I've just installed Ubuntu using VirtualBox on Windows 7, and everything went fine. I'm trying to add new folders using the default file manager Nautilus, but:

Create New Folder

is disabled in any system folder. It works within my user folder though. Have I configured the virtual HDD incorrectly?

new folder

And here is my VirtualBox config:

  • SATA Controller
  • AHCI
  • Port Count: 1

enter image description here


Everything is fine with your installation. It is how it is supposed to be.

Ubuntu protects you from doing things that may be not such a good idea by allowing possibly dangerous actions only to the super user (su...do) "root" who has administrative permission. Creating files or folders outside of our home directory is one of those tasks. Installing software would be another example of what only a super user can do (this effectively keeps malware out).

As previous answers already showed it can very easily be done. Nevertheless I suggest you wait a bit, get familiar with the Ubuntu way of doing things, and you will find out that indeed creating files and folders outside our home directories is almost never needed.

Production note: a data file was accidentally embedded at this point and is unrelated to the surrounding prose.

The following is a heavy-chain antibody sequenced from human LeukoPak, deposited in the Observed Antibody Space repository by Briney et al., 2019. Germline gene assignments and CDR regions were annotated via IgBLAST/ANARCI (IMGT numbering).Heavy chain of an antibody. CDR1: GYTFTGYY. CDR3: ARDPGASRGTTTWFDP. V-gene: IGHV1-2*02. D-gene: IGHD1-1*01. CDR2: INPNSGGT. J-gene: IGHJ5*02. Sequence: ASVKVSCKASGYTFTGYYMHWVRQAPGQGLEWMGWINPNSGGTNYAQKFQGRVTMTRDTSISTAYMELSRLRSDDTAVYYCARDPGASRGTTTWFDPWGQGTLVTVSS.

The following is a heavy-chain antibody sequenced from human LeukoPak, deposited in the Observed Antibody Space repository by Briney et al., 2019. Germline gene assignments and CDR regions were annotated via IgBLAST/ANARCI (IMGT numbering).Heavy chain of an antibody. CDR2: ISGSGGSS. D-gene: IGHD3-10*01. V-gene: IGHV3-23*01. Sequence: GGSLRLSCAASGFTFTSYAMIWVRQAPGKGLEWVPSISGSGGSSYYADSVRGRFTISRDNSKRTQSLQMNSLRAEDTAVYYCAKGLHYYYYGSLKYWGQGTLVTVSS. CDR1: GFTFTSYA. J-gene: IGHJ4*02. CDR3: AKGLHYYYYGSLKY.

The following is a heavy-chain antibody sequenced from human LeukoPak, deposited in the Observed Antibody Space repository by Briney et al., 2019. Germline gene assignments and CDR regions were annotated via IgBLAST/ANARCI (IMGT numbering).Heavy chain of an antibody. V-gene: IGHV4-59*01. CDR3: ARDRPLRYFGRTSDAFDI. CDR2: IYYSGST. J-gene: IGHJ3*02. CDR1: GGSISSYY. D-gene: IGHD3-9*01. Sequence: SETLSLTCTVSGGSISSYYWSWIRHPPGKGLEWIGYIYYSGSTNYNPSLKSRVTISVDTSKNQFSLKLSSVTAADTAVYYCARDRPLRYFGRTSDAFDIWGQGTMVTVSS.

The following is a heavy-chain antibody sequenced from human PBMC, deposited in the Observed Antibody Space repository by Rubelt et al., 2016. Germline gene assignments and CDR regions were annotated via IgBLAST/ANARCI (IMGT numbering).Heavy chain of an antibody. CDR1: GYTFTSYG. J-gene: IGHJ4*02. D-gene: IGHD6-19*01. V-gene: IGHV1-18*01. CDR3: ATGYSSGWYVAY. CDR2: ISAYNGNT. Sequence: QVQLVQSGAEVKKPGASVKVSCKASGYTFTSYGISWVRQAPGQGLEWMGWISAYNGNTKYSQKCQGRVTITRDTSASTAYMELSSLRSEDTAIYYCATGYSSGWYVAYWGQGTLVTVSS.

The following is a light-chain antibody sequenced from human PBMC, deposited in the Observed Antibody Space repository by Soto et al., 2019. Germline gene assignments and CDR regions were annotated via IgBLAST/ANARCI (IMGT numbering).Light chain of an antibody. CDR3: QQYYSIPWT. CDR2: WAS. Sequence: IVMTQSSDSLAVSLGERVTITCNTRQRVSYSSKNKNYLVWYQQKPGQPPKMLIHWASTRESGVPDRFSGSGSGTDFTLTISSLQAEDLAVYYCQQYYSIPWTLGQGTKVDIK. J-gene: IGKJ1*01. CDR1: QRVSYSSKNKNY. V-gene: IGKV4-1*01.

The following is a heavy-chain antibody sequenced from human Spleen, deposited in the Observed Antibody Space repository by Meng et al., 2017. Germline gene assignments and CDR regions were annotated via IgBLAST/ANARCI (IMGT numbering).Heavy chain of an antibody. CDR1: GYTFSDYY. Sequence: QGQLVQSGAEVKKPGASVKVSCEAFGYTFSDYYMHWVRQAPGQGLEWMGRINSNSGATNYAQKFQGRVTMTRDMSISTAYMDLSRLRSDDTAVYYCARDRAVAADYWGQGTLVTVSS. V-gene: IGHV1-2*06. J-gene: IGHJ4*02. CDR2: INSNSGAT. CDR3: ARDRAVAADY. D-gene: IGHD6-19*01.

By doing so Ubuntu will reward you with the joy of having a stable and easy to maintain system where everything stays at the place its supposed to be.


As you don't have permission to write to /usr/src the option to create folder within it is disabled.
You can do it in command line by executing the mkdir command as root sudo mkdir /usr/src/new_dir or run the file manager as root gksudo nautilus.

  • You shouldn't run graphical utilities with sudo, use gksudo instead (when using a gnome based desktop). – tgm4883 Mar 22 '12 at 16:01

You are trying to create a folder where you do not have permission to do so. Try creating a folder inside your Home directory, that should work.

To create a folder in the directory in the screenshot, you will need to open a terminal. Change to that directory, then create the folder with the sudo command.

cd /usr/src/

sudo mkdir <NEWFOLDERNAME>

Here is some info on sudo in case you want to read up on that. https://help.ubuntu.com/community/RootSudo

  • In addition, you could start an instance of Nautilus (the file manager) with root privileges (alt-F2, gksudo nautilus), but note that this is VERY dangerous as you now have a GUI tool where a finger slip can cause catastrophic damage to your system files. – Adrian Mar 22 '12 at 15:00

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